In “Fast Speaking Woman,” Waldman’s thirty page incantatory poem inspired by the folk poetry

of Mazatec shaman and visionary María Sabina and the Irish “Song of Amerigen,” is a list of the guises of the narrator:
    I’m the Valkyrie
    I’m the vermillion woman
    the pivoting woman
    the Vesuvian woman
    the vexed woman
    I’m the woman put a hex on you

The repetition in this chant creates an energy and a rhythm.  Its simple structure leaves space which, in  performance, may be employed to play with sound associations, such as the consonant “v”, or to explore the relationships among its elements or to the Everywoman meta-I of the narrator. [Waldman, Fast Speaking Woman]  

Skin Meat Bones” is also characterized by repetition.  Waldman toys with the use of the titular words—differently rendered “skin,” “Meat,” “BONES—placing them in different configurations throughout the poem.  Intermeshed at the outset, she deconstructs the body of the work over the following three pages into sections of 1) skin 2) meat 3) bone until reaching death and the poem’s conclusion: “but after I die make of my BONES, flutes/and of my skin, drums…”  The textual rendering of “skin,” “Meat,” “BONES” as well as spacing , act as a score for performance in which she may sing “the words ‘skin,’ ‘Meat,’ ‘BONES’ as notes: ‘skin,’ high soprano register; ‘Meat,’ tenor; ‘BONES,’ basso profundo,” vocally deconstructing the body of the poem through its disjointed sound.  [Waldman, In the Room of Never Grieve]

The physical space on Waldman’s pages in longer poems like Iovis, her epic trilogy challenging patriarchy, war, male power and energy, suggests the potential for improvisation or accompaniment or additional information when performed—crossed out lines in “Hem of the Meteor” (words drowned out by other sound?), long dashes at the opening of “You Reduce Me to an Object of Desire” (extra long pregnant pauses?  breathing?), half-circles of lines in “Devil’s Working Overtime” (projection of the poet’s voice in different directions?).  Waldman has collaborated with musicians such as Steve Lacy, sax player Roy Nathanson and Steven Taylor, and more recently with her son, Ambrose Bye, creating alternative ways of experiencing them.  She says of Bye’s work on Iovis:

The way Ambrose arranges the texts once I’ve recorded them is always interesting and instructive to me. He shapes them into a viable, unique and compelling form. In a way they are literary songs... he is one of the best composers ever to work with poetry, creating sound-scapes that lets the language breathe.  [Brown, Anne Waldman Interview]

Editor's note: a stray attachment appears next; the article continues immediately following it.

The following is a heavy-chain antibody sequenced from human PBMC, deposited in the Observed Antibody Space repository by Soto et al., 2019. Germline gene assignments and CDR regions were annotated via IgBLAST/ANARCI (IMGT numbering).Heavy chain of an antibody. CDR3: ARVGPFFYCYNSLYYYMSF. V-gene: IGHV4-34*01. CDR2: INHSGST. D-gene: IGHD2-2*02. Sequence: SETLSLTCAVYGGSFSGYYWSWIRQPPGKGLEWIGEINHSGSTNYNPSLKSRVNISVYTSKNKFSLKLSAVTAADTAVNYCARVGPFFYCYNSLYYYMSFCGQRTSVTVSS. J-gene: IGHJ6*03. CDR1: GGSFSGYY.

Soundscape, sacramental, meditation, exploration, or happening, Anne Waldman’ s poetry activates language, unlocks language, lets language breathe.    Though living on the page, her work is not confined to the page but moves through her consciousness, her body, her voice, her audience, her community, engaging with each.  

It has been four decades since Anne Waldman made her commitment to poetry and to nurturing alternative poetic communities.  During that time she has remained experimental and inquisitive in her writing and her communal poetics, exploring the boundaries of language, art, and politics at home and abroad, while at the same time safeguarding the artistic lineage of the Beat Generation as well as the writers of Black Mountain College and the New York School.  As co-founder of the Kerouac School of Disembodied Poetics and Artistic Director of its Summer Writing Program, she continues to foster an educational environment where discourse is fundamental and young artists from the US and abroad have
opportunities “to create alternative ways to live, to survive, and to sing” during the curious times in which we live.  Bold, relentless, energetic, amidst colored-seed syllables and wavelengths Anne Waldman goes on starting fires.


Brown, Pam, “Anne Waldman Interview,”  The Argotist Online

Waldman, Anne and Allen Ginsberg, The Beat Book (Boston: Shambhala, 1999), pp. xiii-xviii.

Waldman, Anne, Fast Speaking Woman (San Francisco: City Lights, 1996), pp.22, 36.

Waldman, Anne, “I Is Another,” Vow To Poetry (Minneapolis: Coffee House Press, 2001), pp. 193-205.

Waldman, Anne, In The Room of Never Grieve: New and Selected Poems, 1985–2003 (Minneapolis:
Coffee House Press, 2003).

Waldman, Anne, Manatee/Humanity (New York: Penguin, 2009), pp.3-4.

Waldman, Anne, Structure of the World Compared to a Bubble (New York: Penguin, 2004), pp. 1-2.

Weaver, Rebecca, “A Poem of Community: Anne Waldman's "Billy Work Peyote" and the Early Years of the Jack Kerouac School of Disembodied Poetics”  Mesh/ NPF Poetry of the 1970s Conference